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Data Structures & Algorithms in Swift

Fourth Edition · iOS 15 · Swift 5.5 · Xcode 13

38. Breadth-First Search
Written by Vincent Ngo

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In the previous chapter, you explored using graphs to capture relationships between objects. Remember that objects are just vertices, and edges represent the relationships between them.

Several algorithms exist to traverse or search through a graph’s vertices. One such algorithm is the breadth-first search (BFS) algorithm.

BFS can be used to solve a wide variety of problems:

  1. Generating a minimum-spanning tree.
  2. Finding potential paths between vertices.
  3. Finding the shortest path between two vertices.


BFS starts by selecting any vertex in a graph. The algorithm then explores all neighbors of this vertex before traversing the neighbors of said neighbors and so forth. As the name suggests, this algorithm takes a breadth-first approach.

Going through a BFS example using the following undirected graph:


Note: Highlighted vertices represent visited vertices.

You will use a queue to keep track of which vertices to visit next. The first-in-first-out approach of the queue guarantees that all of a vertex’s neighbors are visited before you traverse one level deeper.

D C H G F E B 1 A Queue H G F E 2 A B D C Queue A A B C D

  1. To begin, you pick a source vertex to start from. Here, you have chosen A, which is added to the queue.
  2. As long as the queue is not empty, you dequeue and visit the next vertex, in this case, A. Next, you add all of A’s neighboring vertices [B, D, C] to the queue.

Note: It’s important to note that you only add a vertex to the queue when it has not yet been visited and is not already in the queue.

A B D C E Queue B A D C E Queue H G F 4 A B D C E H G F 3 A B D C E

  1. The queue is not empty, so you dequeue and visit the next vertex, B. You then add B’s neighbor E to the queue. A is already visited, so it does not get added. The queue now has [D, C, E].

  2. The next vertex to be dequeued is D. D does not have any neighbors that aren’t visited. The queue now has [C, E].

A C B E D F G H Queue B C A D E F G Queue 6 A B E C D F H H 5 A D C B E F G G

  1. Next, you dequeue C and add its neighbors [F, G] to the queue. The queue now has [E, F, G].

Note that you have now visited all of A’s neighbors! BFS now moves on to the second level of neighbors.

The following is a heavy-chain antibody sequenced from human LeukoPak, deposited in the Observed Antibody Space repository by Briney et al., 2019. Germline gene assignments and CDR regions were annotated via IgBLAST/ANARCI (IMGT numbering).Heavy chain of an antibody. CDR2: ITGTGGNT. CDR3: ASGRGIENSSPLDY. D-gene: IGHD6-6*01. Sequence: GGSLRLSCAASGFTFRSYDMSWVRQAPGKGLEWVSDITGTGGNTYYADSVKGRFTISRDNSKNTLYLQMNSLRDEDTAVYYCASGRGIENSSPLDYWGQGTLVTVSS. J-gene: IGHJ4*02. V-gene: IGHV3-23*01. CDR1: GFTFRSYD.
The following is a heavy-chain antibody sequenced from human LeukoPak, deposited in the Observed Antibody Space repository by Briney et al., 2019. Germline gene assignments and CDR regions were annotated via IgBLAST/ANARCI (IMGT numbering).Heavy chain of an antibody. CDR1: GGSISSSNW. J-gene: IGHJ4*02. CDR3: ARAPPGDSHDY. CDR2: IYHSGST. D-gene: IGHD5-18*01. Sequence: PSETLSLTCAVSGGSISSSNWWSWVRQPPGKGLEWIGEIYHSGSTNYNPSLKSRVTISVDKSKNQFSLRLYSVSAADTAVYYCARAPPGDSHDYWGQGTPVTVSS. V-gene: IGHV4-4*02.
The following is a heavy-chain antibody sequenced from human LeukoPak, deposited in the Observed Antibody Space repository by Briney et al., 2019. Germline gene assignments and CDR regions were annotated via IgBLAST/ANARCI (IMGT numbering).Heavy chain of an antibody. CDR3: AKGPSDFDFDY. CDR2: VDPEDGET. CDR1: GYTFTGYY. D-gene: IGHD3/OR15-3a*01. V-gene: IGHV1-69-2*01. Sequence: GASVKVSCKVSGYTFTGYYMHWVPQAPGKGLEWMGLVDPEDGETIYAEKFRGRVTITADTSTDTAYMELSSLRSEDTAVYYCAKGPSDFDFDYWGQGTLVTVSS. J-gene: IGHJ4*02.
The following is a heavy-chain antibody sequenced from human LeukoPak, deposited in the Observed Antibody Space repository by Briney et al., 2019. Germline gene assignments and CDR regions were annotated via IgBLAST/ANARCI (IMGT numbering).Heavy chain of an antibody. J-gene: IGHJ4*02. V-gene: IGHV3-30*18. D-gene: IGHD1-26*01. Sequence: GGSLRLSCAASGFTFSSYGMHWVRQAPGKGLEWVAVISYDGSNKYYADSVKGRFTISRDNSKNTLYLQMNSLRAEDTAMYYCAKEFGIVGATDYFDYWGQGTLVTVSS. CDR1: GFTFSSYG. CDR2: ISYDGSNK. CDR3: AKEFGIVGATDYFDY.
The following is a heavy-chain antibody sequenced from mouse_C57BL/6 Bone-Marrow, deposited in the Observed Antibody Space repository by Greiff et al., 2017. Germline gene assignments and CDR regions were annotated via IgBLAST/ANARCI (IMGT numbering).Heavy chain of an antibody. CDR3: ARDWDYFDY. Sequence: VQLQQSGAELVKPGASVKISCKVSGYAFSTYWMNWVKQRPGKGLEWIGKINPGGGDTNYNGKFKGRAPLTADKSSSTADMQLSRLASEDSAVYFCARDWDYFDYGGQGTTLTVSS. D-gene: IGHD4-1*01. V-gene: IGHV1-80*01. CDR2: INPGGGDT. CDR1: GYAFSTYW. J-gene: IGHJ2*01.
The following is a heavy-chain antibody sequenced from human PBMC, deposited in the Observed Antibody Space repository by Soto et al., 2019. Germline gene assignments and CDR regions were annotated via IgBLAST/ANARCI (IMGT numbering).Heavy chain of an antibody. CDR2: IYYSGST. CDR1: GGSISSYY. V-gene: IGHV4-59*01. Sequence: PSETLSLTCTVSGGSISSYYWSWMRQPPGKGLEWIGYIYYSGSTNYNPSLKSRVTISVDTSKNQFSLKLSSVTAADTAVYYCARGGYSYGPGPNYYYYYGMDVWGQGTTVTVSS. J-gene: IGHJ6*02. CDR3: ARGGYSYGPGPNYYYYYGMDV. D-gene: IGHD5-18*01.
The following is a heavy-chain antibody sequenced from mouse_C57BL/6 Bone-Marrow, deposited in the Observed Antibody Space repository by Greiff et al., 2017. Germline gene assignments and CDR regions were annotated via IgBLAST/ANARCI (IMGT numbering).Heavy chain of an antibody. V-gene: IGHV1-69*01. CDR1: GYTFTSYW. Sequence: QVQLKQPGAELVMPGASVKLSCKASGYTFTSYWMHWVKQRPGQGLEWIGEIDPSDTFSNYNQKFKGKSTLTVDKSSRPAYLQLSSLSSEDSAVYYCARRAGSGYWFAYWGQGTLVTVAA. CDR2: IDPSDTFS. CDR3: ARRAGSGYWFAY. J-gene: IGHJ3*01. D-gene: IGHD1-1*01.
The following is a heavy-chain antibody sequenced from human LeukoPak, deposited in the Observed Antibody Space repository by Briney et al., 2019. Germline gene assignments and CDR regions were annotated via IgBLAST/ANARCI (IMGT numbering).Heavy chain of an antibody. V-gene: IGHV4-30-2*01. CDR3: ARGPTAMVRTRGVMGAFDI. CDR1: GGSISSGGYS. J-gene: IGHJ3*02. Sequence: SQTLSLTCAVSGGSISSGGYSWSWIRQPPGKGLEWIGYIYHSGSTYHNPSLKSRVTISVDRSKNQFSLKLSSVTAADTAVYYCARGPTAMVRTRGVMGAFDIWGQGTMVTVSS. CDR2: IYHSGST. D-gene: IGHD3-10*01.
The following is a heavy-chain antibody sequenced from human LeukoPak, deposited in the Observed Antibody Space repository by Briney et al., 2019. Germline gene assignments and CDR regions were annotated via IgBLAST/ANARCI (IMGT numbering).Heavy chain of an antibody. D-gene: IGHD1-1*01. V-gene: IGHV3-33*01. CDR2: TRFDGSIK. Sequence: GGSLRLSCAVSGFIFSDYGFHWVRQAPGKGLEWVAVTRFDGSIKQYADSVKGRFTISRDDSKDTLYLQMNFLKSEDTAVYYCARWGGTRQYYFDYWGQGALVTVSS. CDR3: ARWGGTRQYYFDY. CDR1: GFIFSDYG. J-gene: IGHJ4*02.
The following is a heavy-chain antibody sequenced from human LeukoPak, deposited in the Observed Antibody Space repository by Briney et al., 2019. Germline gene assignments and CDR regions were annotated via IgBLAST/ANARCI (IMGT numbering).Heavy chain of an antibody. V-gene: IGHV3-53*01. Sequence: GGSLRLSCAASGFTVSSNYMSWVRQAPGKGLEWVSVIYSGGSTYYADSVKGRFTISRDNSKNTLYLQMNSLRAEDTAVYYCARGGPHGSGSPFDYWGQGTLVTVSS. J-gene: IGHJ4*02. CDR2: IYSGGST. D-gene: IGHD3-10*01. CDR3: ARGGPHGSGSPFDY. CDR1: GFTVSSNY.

1. You dequeue E and add H to the queue. The queue now has [F, G, H]. You don’t add B or F to the queue because B is already visited and F is already in the queue.

A C B E F G D H Queue B C E F A D G H Queue 8 A B E C F G D H 7 A D C F B E G H

  1. You dequeue F, and since all its neighbors are already in the queue or visited, you don’t add anything to the queue.

  2. Like the previous step, you dequeue G and don’t add anything to the queue.

B C E F G H A D Queue 10 9 A D C G H F B E A B D C H E F G

  1. Finally, you dequeue H. The breadth-first search is complete since the queue is now empty!

  2. When exploring the vertices, you can construct a tree-like structure, showing the vertices at each level: first the vertex you started from, then its neighbors, then its neighbors’ neighbors and so on.


Open up the starter playground for this chapter. This playground contains an implementation of a graph you built in the previous chapter. It also includes a stack-based queue implementation, which you will use to implement BFS.

extension Graph where Element: Hashable {

  func breadthFirstSearch(from source: Vertex<Element>)
      -> [Vertex<Element>] {
    var queue = QueueStack<Vertex<Element>>()
    var enqueued: Set<Vertex<Element>> = []
    var visited: [Vertex<Element>] = []

    // more to come

    return visited
queue.enqueue(source) // 1

while let vertex = queue.dequeue() { // 2
  visited.append(vertex) // 3
  let neighborEdges = edges(from: vertex) // 4
  neighborEdges.forEach { edge in
    if !enqueued.contains(edge.destination) { // 5
let vertices = graph.breadthFirstSearch(from: a)
vertices.forEach { vertex in
0: A
1: B
2: C
3: D
4: E
5: F
6: G
7: H


When traversing a graph using BFS, each vertex is enqueued once. This process has a time complexity of O(V). During this traversal, you also visit all the edges. The time it takes to visit all edges is O(E). Adding the two together means that the overall time complexity for breadth-first search is O(V + E).

Key points

  • Breadth-first search (BFS) is an algorithm for traversing or searching a graph.
  • BFS explores all the current vertex’s neighbors before traversing the next level of vertices.
  • It’s generally good to use this algorithm when your graph structure has many neighboring vertices or when you need to find out every possible outcome.
  • The queue data structure is used to prioritize traversing a vertex’s edges before diving down a level deeper.
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